Counter point:
“A parallel but contrasting element in a narrative or concept” (Ching. 54).

The offset cube that creates this visual scale it is also emphasize and point up by the main vertical axis that creates an imaginary path that leads to it. This cube it’s the counter point of the design and creates a contrast that emphasizes its properties. The anomaly is created by arrangement with the shifted cube that creates asymmetry in an expected symmetry. The vertical main axis is emphasized by doors, windows, and lines in all the views of the building.
“The act or process of reaping formal elements or motifs in a design” (Ching. 55).
“Movement characterized by patterned repetition or alteration of formal elements or motifs in the same or a modified form” (Ching. 55).

The design of the tower is form by the repetition of four (4) 4x4 cubes that create an elegant and simple building.
Repetition is achieved with the pattern created by the way in which Ando works with the raw concrete and the controlled holes. This repeated texture provides a particular and delicate rhythm to the composition of the facade of the 4x4 house. He does this in the exteriors as well as in the interior space.

The 4x4 House is used as a private home. Because the plot
of land that it was built on was damaged from a previous
earthquake, adaptations were made and the space
is small and personal.
The approach of the building is oblique, and the entrance is vertical. The path configuration is a linear grid emphasized by a tall stairway that is continuous from the first floor all the way to the forth floor on the left side of the building. The circulation of the space goes along with Ando’s use of materials. The basement, the first, and the second floor are all completely enclosed. However, the third floor is open on one side and the forth floor is open on two sides.
The focal point of the interiors derives from Tadaos Andos concept for this house that is the integration of the individual with the sea. Virginia MacLeod the author of the book Detail in Contemporary Residential Architecture states, “The landscape, framed by a full height glazing within this spectacular double-Height cube, is a panorama sweeping over the sea…” (42).
The reflection of the light and the shadows of the window add new lines to the design of the interior space, which is a constant in Tadao Andos designs. The scale of the interior space (4x4) creates a personal space in relation to the dimensions of the human body. In the ground level are located: the entrance and bathroom, in the first floor the bedroom, in the second floor the studio, in the top floor the kitchen and dining areas and under the ground level the basement. This arrangement is the architectural solution to space and geotechnical limitations (the site its subject to erosion result of the Hanshin Earthquake) (MacLeod. 42).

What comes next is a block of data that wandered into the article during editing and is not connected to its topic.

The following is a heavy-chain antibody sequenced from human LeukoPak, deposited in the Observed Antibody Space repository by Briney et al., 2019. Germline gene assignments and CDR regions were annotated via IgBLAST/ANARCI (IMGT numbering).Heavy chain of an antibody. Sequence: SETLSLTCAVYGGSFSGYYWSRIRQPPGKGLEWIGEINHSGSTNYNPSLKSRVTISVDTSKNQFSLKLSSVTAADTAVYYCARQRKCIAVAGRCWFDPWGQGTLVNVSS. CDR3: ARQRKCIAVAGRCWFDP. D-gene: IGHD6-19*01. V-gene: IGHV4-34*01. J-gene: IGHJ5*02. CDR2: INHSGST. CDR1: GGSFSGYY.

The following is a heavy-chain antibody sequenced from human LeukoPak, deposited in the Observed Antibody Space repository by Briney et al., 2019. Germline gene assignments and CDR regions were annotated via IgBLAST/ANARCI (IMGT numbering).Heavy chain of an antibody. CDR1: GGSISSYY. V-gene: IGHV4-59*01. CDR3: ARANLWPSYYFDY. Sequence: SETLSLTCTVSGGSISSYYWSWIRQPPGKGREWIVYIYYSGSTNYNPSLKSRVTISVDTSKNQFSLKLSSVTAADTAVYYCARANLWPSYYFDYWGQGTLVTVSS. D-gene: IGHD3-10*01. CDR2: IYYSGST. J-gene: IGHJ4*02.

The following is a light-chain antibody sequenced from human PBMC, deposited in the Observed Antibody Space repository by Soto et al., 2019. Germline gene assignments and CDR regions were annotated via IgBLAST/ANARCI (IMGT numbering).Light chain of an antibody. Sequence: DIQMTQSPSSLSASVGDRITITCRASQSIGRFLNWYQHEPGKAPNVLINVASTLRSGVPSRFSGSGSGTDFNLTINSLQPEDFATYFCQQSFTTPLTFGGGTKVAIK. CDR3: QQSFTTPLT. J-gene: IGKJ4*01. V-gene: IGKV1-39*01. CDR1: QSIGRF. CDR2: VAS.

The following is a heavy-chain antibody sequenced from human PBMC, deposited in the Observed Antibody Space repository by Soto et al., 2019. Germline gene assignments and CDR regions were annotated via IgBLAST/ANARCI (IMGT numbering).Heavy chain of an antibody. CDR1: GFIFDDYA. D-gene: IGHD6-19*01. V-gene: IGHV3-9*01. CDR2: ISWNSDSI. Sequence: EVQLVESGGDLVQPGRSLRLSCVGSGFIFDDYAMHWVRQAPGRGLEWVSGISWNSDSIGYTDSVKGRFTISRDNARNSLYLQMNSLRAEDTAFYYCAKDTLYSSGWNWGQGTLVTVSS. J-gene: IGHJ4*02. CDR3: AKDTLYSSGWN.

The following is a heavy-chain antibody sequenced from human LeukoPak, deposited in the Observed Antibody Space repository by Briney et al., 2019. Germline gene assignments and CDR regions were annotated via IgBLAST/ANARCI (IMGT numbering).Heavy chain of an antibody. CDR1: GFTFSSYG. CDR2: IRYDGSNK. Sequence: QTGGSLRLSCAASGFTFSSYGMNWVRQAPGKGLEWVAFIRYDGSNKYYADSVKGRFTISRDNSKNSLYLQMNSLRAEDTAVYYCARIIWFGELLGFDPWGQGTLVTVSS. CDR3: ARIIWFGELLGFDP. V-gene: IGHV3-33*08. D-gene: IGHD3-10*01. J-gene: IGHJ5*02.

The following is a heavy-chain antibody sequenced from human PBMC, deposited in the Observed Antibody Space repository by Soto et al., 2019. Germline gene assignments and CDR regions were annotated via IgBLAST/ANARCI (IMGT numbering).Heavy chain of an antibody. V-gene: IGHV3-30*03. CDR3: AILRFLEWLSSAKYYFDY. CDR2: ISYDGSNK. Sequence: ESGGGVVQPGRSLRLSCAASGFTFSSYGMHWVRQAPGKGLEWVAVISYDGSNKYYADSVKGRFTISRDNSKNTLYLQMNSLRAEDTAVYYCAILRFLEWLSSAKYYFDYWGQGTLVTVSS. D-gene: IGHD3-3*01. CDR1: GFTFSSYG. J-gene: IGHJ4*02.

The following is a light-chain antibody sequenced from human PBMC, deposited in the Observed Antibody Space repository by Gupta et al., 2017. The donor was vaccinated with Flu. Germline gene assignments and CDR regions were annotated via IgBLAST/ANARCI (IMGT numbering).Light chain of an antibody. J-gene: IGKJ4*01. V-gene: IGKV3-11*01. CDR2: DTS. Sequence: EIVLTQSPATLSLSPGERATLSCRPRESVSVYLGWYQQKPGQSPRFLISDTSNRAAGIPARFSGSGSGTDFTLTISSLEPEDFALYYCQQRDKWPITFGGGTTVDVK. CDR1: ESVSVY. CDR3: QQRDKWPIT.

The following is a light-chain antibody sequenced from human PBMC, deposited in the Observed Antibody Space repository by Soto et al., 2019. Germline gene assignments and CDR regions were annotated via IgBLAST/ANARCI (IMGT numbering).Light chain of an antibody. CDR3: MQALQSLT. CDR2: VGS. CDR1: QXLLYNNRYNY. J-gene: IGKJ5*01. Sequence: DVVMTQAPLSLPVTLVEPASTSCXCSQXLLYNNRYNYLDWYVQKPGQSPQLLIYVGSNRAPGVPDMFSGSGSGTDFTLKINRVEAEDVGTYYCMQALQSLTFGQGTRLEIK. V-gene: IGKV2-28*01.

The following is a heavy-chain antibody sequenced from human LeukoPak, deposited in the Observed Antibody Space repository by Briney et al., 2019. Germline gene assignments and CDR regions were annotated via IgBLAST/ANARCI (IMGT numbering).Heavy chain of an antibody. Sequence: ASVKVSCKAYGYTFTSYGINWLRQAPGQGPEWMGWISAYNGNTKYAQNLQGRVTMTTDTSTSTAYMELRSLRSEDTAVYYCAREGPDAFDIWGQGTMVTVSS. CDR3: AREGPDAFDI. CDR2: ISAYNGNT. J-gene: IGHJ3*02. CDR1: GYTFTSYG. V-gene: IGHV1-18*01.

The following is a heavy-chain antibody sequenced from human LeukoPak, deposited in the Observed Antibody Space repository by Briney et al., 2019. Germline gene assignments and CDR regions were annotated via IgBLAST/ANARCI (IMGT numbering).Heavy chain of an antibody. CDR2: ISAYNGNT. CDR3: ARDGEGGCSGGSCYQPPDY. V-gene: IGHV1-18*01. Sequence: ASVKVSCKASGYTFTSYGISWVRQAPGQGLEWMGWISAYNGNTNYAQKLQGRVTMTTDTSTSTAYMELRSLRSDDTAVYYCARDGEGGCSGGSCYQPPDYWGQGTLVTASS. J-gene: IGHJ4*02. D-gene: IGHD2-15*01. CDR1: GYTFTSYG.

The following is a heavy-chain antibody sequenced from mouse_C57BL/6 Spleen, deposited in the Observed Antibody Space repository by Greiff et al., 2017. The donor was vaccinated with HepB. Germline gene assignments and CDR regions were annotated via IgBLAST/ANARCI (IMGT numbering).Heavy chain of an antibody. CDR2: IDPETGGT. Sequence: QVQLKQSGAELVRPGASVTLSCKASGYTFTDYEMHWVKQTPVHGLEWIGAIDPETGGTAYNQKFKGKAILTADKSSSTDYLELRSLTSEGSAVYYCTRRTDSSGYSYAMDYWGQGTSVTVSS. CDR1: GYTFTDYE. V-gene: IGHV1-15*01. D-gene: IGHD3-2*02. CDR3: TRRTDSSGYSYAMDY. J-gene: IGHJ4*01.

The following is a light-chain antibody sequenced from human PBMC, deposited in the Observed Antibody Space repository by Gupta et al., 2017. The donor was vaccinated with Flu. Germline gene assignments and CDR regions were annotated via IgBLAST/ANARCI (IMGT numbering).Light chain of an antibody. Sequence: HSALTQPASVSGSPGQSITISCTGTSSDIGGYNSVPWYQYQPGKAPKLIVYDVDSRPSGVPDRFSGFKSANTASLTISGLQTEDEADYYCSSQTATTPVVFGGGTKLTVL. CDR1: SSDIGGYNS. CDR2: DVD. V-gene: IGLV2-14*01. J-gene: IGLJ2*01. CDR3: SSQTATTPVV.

Like in most of his buildings Ando used reinforce concrete for the structural system and exposed concrete for the exterior walls. The use of concrete is a characteristic with which Ando’s buildings are recognized by people around the world. A curious anecdote about the 4x4 House, is that Ando had two built first the tower in concrete and then its twin in wood in order to prove that the wood tower was really design by him (Nussaume. 196).
Ando used: Concrete For the exterior floor, Steel and aluminum for the windows, wood flooring (oak), exposed concrete and painted gypsum board for the interior walls and exposed concrete for the ceiling.

4x4 House, Tadao Ando – Amanda, Leslie, and Natascha

Building Background
Overall Composition
Symmetry and Balance
Spatial System and light

Building Concept
Emphasis/ Anomaly
Repetition and Rhythm
Interior Space

Designer’s philosophy
Regulating Lines
Proportion and Scale

All: Indvidual Reflection/conclusion


Ching, Francis. A Visual Dictionary of Architecture. Second edition .Ching:
Books”, n.d. 2012. Print.

Ching, Francis. Architecture: Form, Space, and Order. Ching: Books”, n.d. Third Edition. John Willy and Sons, Inc.2012. Print.

Porter, Tom. Archipeak: An Illustrated guide to architectural term. Great Britain. 2004. Print.

Nussaume, Yann. Tadao Ando. Spain. 2009 Birkhauser Verlag AG. Print.

Louie, Elaine. “CURRENTS; Designs That Bridge Two Cultures.” The New York Times, October 3, 1991, sec. Home & Garden. Web